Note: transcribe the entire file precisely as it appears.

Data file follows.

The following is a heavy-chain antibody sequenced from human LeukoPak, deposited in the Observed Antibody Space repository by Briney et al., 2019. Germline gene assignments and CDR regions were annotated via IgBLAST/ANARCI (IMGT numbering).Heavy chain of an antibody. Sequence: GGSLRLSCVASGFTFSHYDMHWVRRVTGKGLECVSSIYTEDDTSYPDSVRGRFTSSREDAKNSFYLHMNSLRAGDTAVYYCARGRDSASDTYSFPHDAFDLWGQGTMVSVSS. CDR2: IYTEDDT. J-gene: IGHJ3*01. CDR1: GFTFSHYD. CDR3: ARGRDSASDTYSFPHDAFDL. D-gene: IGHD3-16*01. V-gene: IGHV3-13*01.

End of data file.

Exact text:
The following is a heavy-chain antibody sequenced from human LeukoPak, deposited in the Observed Antibody Space repository by Briney et al., 2019. Germline gene assignments and CDR regions were annotated via IgBLAST/ANARCI (IMGT numbering).Heavy chain of an antibody. Sequence: GGSLRLSCVASGFTFSHYDMHWVRRVTGKGLECVSSIYTEDDTSYPDSVRGRFTSSREDAKNSFYLHMNSLRAGDTAVYYCARGRDSASDTYSFPHDAFDLWGQGTMVSVSS. CDR2: IYTEDDT. J-gene: IGHJ3*01. CDR1: GFTFSHYD. CDR3: ARGRDSASDTYSFPHDAFDL. D-gene: IGHD3-16*01. V-gene: IGHV3-13*01.